Edith was probably introduced to Mr F. Whitelock from Castle Cary, whose daughter Caroline was to be a pupil of the new school, and to four men from Bruton itself: Mr F. E. Stroud, a Town Councillor, Roland T. A. Hughes Esq., a solicitor of great courtesy and charm, who was at that time rehearsing the Bruton Choral Society to sing Mendelssohn's 'Elijah'; Thomas Oatley Bennett Esq., a County Councillor, chairman of the Town Council and generous supporter of the town, whose wife had provided the School with its site, and Mr J. Golledge of Grove House [check], another "prospective parent" of the school, who acted as Secretary. Margaret Hobhouse was the only woman present. She clearly took the greatest interest in every detail connected with the education of girls and the management of the School, and Edith felt she would be always sure of a patient hearing for any matter she might wish to discuss with her. Her husband, Henry, was Chairman and obviously the leader.

Henry Hobhouse, still only in his mid forties and father of three girls and three boys, their ages ranging from 7 to 19, was a country squire living in Hadspen House, and a nephew of Baron Hobhouse. He had been educated at Eton and Balliol College, Oxford, where he gained first class honours in the Classics (Literae Humaniores) in 1875 at the age of 21. He was called to the bar at Lincoln's Inn, and became a county magistrate when only 26. A pioneer in local government theory, before he was 30 he had written, with Sir Robert Wright, "An Outline of Local Government and Local Taxation." He was elected the Liberal Member of Parliament for East Somerset in 1885, becoming Liberal Unionist the following year. In 1902 he would be a Privy Councillor, and two years after that he would begin a 20 year reign as Chairman of Somerset County Council. He was especially interested in agriculture, and, more to the present purpose, in education. When he was only 34 he had started the processes that led to the foundation of the Sexey's Schools at Blackford and Bruton. On his death in 1937, the school magazine wrote:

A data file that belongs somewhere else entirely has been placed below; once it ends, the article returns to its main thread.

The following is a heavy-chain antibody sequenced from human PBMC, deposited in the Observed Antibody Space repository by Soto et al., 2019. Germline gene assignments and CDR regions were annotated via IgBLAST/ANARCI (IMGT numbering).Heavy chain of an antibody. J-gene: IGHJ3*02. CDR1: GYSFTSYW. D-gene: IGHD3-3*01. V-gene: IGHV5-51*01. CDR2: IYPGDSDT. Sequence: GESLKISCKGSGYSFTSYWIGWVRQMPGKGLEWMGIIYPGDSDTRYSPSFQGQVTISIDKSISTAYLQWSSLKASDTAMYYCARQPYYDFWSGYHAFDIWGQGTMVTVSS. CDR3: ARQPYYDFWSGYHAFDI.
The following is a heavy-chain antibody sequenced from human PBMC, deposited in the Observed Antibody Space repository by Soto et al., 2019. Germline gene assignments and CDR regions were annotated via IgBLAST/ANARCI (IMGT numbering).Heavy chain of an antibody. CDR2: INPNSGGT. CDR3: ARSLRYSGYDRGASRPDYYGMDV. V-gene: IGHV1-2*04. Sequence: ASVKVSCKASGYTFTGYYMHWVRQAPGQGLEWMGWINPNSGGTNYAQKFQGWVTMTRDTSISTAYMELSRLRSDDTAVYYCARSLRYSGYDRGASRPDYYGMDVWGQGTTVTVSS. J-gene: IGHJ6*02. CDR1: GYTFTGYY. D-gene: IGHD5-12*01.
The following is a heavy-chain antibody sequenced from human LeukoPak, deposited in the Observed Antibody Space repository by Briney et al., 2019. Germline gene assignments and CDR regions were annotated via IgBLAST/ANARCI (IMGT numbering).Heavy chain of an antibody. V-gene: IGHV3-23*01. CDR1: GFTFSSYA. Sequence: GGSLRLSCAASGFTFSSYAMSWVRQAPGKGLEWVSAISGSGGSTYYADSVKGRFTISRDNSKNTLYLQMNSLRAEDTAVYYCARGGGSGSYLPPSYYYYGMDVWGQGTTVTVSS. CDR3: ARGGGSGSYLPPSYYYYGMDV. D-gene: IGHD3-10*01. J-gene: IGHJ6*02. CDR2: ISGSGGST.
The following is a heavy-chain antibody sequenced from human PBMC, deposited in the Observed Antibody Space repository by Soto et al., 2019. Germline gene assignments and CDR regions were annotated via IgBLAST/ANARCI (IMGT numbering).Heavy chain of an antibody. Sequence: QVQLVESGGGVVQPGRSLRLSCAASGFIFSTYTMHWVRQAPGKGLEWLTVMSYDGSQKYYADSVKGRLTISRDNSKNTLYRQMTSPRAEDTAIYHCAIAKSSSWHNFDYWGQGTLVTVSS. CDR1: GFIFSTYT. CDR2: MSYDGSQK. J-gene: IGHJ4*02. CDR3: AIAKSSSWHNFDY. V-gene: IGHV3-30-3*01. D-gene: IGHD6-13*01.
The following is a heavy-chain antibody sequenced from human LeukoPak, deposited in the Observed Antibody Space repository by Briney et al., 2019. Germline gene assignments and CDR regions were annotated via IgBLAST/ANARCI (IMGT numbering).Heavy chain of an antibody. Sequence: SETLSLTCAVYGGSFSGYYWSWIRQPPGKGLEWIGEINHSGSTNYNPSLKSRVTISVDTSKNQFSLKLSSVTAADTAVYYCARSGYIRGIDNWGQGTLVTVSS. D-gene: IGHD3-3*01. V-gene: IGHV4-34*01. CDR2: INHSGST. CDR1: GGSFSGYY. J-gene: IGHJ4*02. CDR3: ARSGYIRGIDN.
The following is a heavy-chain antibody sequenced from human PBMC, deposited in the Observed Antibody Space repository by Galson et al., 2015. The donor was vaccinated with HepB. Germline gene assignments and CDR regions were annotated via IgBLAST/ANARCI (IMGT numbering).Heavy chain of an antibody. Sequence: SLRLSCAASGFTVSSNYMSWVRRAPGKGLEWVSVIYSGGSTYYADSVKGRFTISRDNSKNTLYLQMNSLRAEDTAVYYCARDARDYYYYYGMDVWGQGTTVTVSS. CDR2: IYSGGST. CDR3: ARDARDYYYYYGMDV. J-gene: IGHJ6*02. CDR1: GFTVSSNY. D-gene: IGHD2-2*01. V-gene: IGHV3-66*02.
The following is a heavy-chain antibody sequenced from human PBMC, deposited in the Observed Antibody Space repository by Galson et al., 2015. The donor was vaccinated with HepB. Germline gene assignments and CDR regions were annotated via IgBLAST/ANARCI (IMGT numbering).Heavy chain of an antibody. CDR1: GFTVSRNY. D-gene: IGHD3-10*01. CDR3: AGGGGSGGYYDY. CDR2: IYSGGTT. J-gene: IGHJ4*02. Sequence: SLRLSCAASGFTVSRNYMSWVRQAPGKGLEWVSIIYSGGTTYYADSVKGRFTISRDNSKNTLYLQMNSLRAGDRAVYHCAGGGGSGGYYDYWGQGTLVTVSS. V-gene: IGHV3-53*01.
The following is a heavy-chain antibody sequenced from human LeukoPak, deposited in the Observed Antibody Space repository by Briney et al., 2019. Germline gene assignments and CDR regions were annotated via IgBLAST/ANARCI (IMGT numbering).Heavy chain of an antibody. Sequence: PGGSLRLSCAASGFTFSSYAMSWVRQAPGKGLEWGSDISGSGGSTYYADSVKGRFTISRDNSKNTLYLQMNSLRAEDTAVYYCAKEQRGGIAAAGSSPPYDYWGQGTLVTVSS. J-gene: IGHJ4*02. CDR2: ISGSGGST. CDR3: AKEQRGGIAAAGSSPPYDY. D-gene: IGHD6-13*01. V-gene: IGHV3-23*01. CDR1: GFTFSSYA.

As Member of Parliament, as Chairman of the Somerset County Council, as Pro-Chancellor of Bristol University, as Recorder of Wells, as Chairman of the County Councils Association, as an Ecclesiastical Commissioner, as a member of the National Assembly of the Church of England, and as member, and generally Chairman, of many other Boards and Committees, he had scope for his great gifts and wide knowledge; and he used his powers and energies for the welfare and good government of the community in general and for Somerset in particular.

This formidable person may have explained to Edith Radford the background to the school's foundation.

It had all begun when Henry Hobhouse had sprained his ankle in 1898. He was a Governor of Sexey's Trade School, and the Headmaster, William Knight, had come to visit him in Hadspen House. The schoolmaster in Mr Knight could not resist a weak pun about Mr Hobhouse 'hobbling about,' but Henry did not seem to be in the best of tempers. When, however, William Knight spoke of his three daughters, Ethel, Edith and Maud, and of his concern for their education, he forgot all about the sprained ankle. He rose and said 'Ah! I was just going to come down and see you. Don't you think we ought to have a girls' school here?' So the idea was born. Mr Knight told him that neighbours like Mr. Golledge also wanted a good secondary school for their daughters. Sexey's School could provide the pattern. Mr Knight at his own interview in 1889 had offered to start that school with only his wife and himself as teachers, and boarding accommodation for about 50, and since then the school had grown steadily. Mrs. Hobhouse was brought into the discussion, and it became clear that the first step was to gauge the strength of local support for the project. Perhaps Miss Radford had heard about the public meeting held in Sexey's School on Saturday October 15th 1898, at which, so the report stated, it was unanimously resolved: "That in the opinion of this meeting a demand exists for a middle-class Girls' School of a public character in this neighbourhood."

(Miss Chappell, by the way, read this in 1959 when preparations for the Diamond Jubilee were sending people to research the School's origins. She found what follows most interesting because it indicated the breadth of the founders' vision.)